My TIE Value: Commit your way to the Lord
I had the privilege to coach for two days (grades 7-9) at our local Teens Conference that is organized by Ambassadors for Christ East. One of the hallmarks of this event (besides lives changed by God) is that teens come up with cheers that represent a God focused challenge to follow Him with our lives. My team was “Together.” We had a cheer based on the High School Musical song “Together” about how believers come together under Christ. My son was on “Sheep.” They had a cheer about Jesus being their shepherd.
While most teams had songs and cheers, one particular team had a chant that made me chuckle every time I heard it. This team was called “Anchor.” Their chant was about how Jesus is their anchor that keeps their faith stable during life’s storms. However, when 20 teens chant “Jesus is my Anchor” very loudly while jumping up and down it sounded more like “Jesus is my Anger!”
Matthew 21 came into my mind as I was thinking through some possible lyrics to for a good Christian metal song. This is where Jesus entered into Jerusalem on a donkey to crowds cheering “Hosanna” meaning “God save us!” Jesus’ first order of business is to go to the temple where he cleansed the “Court of the Gentiles” from the money changers and restored that place for prayer and teaching.
Jesus was intensely angry about the misuse, abuse, and corruption that took over such a sacred space. The money changing was a pyramid scheme that exchanged Roman currency for temple money that could be used for the purchase of sacrifice. The scheme made the priests wealthy. What I see as even worse is that this court was so cluttered with the tools of corruption that there was no space for people to pray or be taught about God. In effect, God was squeezed out of His temple! No wonder Jesus said, “You are making it a ‘den for robbers’” (Matt. 21:13b).
Whenever I have talked to individuals about the chant in my head, “Jesus is my anger!” The most common reply has been, “Yeah but Jesus has righteous anger.” I know it is easy for us to sin in our anger by being caught up in our own selfish space, but is there anger that brings about God’s righteousness without sinning as we follow Jesus?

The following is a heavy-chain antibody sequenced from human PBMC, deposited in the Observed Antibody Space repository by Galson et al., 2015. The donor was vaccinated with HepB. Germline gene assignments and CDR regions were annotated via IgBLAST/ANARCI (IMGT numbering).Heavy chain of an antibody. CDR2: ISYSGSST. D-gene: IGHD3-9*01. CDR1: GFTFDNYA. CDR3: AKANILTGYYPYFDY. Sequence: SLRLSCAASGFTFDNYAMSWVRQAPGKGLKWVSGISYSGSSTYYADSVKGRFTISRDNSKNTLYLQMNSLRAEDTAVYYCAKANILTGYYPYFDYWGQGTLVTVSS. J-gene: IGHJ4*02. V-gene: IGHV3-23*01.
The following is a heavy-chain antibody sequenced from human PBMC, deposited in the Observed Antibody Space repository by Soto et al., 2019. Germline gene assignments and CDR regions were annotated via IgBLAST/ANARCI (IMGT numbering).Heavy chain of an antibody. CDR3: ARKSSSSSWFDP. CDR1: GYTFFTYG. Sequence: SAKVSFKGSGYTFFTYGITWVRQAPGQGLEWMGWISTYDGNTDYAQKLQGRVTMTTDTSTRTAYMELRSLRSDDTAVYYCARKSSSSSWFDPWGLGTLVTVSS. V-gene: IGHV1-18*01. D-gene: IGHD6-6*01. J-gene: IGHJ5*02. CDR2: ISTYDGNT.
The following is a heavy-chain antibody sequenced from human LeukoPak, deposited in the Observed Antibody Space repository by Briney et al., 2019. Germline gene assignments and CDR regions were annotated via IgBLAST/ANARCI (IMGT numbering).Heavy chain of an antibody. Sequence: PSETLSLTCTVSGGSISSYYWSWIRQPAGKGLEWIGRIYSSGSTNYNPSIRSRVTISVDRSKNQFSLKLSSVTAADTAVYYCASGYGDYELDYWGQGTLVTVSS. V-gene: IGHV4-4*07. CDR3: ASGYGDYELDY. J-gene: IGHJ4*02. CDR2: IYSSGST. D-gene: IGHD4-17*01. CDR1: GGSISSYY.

My TIE Moment
I believe the answer is “Yes” but with caution. In short we are not the instruments of God’s condemnation or wrath, but we can be angry about the unrighteousness that is first in our lives and churches before we can hope to lovingly introduce God’s righteousness to our world. We must commit our ways even anger to the Lord.
What kind of sin must anger us?
First, we must be angry about sins of deception disguised as righteousness. The religious leaders in Jesus’ day made a big deal about tax collectors that they labeled them as “Sinners” who were beyond God’s reach of salvation. Tax collector gathered money by the governments and charged people on top so they could get paid. What made these people hated was they excessively collected money for their greed and not their need. That is why John the Baptist told the tax collectors to show the fruits of repentance by collecting only what they need (John 3:12-13). The temple priests ran a similar scheme only they charged people a large mark up in sinful Roman currency to buy temple money that would then be used to purchase sacrifices for their sins. They disguised their inner greed with outer holiness. Which was the largest reason Jesus chastised this group the most when they confronted Him about the sins of the tax collectors.
We are like the priests when we choose a church for the…
- Career network instead of the best community to be equipped and serve God’s Kingdom.
- People we like to be with instead of including or reaching the people God loves.
- Comfort of our lifestyle instead being in the place where God will transform our lives.
- Having our friends’ back instead of helping them to be restored to holiness.
And second, we must be angry about sins of clutter that pushes God out of our sacred spaces. The priests cluttered the “Court of the Gentiles” for the purpose of being more effective in moving people on with their sacrifice. This space was supposed to be purposed for the teaching of God’s Word to all people regardless if they were able to offer a sacrifice. Jesus daily taught in the temple after He cleansed it. What does this say about Jesus reclaiming space for the purpose of teaching us through prayer and His word?
We are like the priests when we choose to be…
- Involved with numerous fun activities at the expense of gaining sound Biblical teaching.
- More interested in our own opinions rather than learning sound doctrine.
- Clutter in our churches with stuff and programs that there is no room for active prayer.
- Busy at church rather than PRESENT with God and His people at Church
Are we willing to clear the deception and clutter so that God can cleanse our sacred spaces?
I love the strong admonishment that Paul gives us in Colossians 3:1-5a as a way to prepare your room during this Easter Week:
Since, then, you have been raised with Christ, set your hearts on things above, where Christ is, seated at the right hand of God. Set your minds on things above, not on earthly things. For you died, and your life is now hidden with Christ in God. When Christ, who is your life, appears, then you also will appear with him in glory. Put to death, therefore, whatever belongs to your earthly nature… (NIV)